0 A.D. Audio Development I signed on as Sound Designer for this Historical RTS currently in production at WildFireGames called 0 A.D. ("zero ay-dee") in March of 2005.
If this is your first time here, you can start at the beginning, and then work your way forward though the archive links. -------------------------------------------------------
Tuesday, March 15, 2005
Getting the ball rolling
Good ideas from the team that came out of this discussion include:

Naming Convention:
Agreed. There are no spaces in the path and everything is in fixed format lowercase and easy to interpret programmatically.

Sounds like a good way to increase the # of unique sounds. I will have to mark sounds that will be pitch shifted and specify a range with which they can be shifted within.
The engine will handle this natively, I'm told.

From what I've gathered so far with regards to stereo sound (and potentially 3Dsound) is that by tying the sound to an position/ entity on the map the engine sorts out panning and positioning depending on your speaker/soundcard configuration. If I'm right then, it would handle the sound placement in a stereo, surround, or "virtual surround” environment.

Sound Overload:
*Limiting # of Sounds on Playback*
With respect to the sound overload comment, again I think this could be balanced based on different situations with some sort of priority system to limit the # of sounds at a time. (i.e. play up to X instances of resources and X instances of natural ambience at a time...not sure how this will work...but this is where I would like to get to. variables to balance the distribution of sound situationaly)

The game sound code should be responsible for making sure we don't emit too many sounds of one type (a fixed budget for several classes as you suggest sounds good), while the low-level code makes sure that everything fits into the number of sound channels we have (which varies with sound card capabilities). This is because snd.cpp knows about the sound hardware, but not anything about the game itself.
OpenAL promises us at least 16-1 'sources'. High-end sound cards and software mixers typically have 64. A good ballpark figure seems to be 24, but we must be able to get along with 16.

Low-Level Audio Code already envisages 'application priority' to make sure voiceovers aren't dropped in favor of seagulls. If the game sound code were to automatically detect sound clusters, that would help a lot with reducing the number of active sources. In that case, it might be enough to assign a base priority by sound type (battle > chopping) and let the distance sorting (and fading - you don't hear stuff that's too far away) do the rest.

1. Think about the idea of "automatically detecting sound clusters" more...keep a dialog going about whether this scheme continues to make sense.
2. Think about what the range of "base priority" would/should/could be, and I will work to apply it to the clips in the spreadsheet at some point. (If it's a go)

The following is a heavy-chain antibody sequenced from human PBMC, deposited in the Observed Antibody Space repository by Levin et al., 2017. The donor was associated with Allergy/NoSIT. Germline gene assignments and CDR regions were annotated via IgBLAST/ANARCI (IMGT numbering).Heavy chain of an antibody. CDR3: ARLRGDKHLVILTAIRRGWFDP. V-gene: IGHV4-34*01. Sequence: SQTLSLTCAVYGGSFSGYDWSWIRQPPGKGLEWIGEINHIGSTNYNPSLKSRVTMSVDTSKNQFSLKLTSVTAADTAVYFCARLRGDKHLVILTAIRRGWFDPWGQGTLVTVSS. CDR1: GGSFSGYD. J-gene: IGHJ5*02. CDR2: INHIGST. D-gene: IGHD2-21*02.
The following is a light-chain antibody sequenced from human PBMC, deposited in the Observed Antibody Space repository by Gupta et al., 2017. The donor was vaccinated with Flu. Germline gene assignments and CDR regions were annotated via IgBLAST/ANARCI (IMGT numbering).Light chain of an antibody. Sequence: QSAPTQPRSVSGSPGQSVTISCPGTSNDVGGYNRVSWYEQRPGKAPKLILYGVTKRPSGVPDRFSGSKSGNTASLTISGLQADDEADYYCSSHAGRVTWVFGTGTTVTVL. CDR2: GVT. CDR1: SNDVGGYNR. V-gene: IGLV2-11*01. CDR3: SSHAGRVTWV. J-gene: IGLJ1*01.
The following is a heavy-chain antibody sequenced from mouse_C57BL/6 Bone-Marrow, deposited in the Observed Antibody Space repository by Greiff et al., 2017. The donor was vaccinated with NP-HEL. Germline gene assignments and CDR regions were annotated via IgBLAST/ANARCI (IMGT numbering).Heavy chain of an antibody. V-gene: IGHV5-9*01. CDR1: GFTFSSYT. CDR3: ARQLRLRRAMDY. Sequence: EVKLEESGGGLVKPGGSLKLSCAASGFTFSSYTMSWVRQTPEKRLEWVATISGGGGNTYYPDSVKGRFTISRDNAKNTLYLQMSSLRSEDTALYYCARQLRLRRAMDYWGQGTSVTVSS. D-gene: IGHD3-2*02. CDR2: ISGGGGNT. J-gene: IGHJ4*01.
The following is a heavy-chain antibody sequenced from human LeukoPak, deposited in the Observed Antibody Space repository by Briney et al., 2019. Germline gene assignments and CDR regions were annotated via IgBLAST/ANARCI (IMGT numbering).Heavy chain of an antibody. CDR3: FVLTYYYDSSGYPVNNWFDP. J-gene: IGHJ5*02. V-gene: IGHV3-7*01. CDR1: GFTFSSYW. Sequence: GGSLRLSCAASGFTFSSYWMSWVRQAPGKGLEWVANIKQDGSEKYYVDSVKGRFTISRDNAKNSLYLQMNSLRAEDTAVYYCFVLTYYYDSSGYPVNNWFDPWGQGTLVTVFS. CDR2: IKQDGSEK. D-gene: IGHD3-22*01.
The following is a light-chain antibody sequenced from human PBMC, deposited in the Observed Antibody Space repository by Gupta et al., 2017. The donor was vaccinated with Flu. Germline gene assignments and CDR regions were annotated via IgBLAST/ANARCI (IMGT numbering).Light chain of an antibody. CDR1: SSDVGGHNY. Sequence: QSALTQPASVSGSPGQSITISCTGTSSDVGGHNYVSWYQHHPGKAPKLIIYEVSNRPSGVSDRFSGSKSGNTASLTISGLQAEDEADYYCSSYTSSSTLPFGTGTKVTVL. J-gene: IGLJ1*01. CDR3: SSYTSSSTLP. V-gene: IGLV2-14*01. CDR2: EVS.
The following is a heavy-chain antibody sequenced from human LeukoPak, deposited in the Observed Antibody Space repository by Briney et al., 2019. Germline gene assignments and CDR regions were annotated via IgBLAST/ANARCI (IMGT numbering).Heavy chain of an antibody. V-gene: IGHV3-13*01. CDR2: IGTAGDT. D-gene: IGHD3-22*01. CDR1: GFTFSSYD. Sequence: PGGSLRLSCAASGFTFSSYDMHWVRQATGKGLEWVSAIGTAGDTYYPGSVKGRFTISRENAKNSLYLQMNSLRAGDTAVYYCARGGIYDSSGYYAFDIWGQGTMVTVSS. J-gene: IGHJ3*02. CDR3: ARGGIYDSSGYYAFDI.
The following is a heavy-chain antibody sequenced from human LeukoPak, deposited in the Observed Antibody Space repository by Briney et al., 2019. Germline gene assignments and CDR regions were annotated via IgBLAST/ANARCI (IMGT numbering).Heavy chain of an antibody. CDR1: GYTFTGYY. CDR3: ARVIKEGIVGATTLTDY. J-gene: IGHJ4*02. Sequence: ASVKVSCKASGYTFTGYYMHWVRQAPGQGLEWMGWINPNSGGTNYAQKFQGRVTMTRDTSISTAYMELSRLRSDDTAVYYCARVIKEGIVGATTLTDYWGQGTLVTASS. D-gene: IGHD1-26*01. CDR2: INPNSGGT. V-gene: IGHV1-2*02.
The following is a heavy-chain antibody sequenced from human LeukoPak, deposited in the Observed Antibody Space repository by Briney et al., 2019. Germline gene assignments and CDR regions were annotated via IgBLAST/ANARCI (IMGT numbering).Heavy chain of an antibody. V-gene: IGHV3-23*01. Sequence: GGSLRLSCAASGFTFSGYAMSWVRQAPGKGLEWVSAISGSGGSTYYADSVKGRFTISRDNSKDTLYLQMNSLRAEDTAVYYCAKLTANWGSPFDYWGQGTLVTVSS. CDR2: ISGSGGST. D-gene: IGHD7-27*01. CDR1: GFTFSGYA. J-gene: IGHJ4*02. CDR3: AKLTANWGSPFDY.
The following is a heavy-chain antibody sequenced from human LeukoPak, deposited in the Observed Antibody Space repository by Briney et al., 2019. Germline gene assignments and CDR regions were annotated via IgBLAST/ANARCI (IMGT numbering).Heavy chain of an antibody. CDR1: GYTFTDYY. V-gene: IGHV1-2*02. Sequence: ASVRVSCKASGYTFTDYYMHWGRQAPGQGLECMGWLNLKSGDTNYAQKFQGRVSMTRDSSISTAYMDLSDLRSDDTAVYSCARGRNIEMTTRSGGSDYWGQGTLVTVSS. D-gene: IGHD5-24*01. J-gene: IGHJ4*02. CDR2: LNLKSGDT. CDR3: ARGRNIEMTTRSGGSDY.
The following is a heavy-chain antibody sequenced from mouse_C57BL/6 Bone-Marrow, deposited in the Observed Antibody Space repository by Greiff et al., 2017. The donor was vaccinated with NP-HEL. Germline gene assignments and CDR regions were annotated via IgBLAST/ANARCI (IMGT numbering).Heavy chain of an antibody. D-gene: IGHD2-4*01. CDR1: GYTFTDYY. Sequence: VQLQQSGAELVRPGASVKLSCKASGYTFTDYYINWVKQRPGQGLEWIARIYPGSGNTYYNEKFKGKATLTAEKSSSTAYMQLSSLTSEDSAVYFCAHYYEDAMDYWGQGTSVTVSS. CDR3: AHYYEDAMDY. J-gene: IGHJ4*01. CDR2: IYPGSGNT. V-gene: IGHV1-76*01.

The idea was brought up that once the # of entites on screen goes over X, we could play different audio clips for the sounds of larger scale action.

Open questions on the table:

1.Who decides if 4 lumberjacks are to be combined, and how?
-Must decide on inclusion cut-offs and scope of workload. Start small and work our way upwards in intensity as necessary.

2.When updating all entities, I guess they would issue play requests every few seconds. After all are issued, we could look over the list, detect that >= 4 came in one area, and combine those.
-Do the entities issue sounds for the next 2 seconds all at once (all with a random start delay, so that we fill the 2 seconds)? In that case, the above might work.
-What about if the villagers stop chopping?
-The sounds would still be queued, how is this normally done?

3.Are there 'must hear' events that occur on the other end of the map and wouldn't normally be heard (because it's too far away)? How do we handle that?
OpenAL provides for 'minimum' gain (= volume), I guess that would effectively disable attenuation by distance.
- 1st thought is that yes there may be 'global' events (alarms) that you would want to use to notify the player of something that happened on the other side of the world. We will need to roll that around the rest of the team for input.

I continue to build more and more potential parameters onto each sample, that will hopefully make it easier to implement when the time come to start dropping the sounds in.

It is due to the highly responsive and knowledgeable team involved on this project that I've been able to navigate the heady waters of this project thus far, and just want to acknowledge all of their valuable comments.

Moving right along!
Until Next Time


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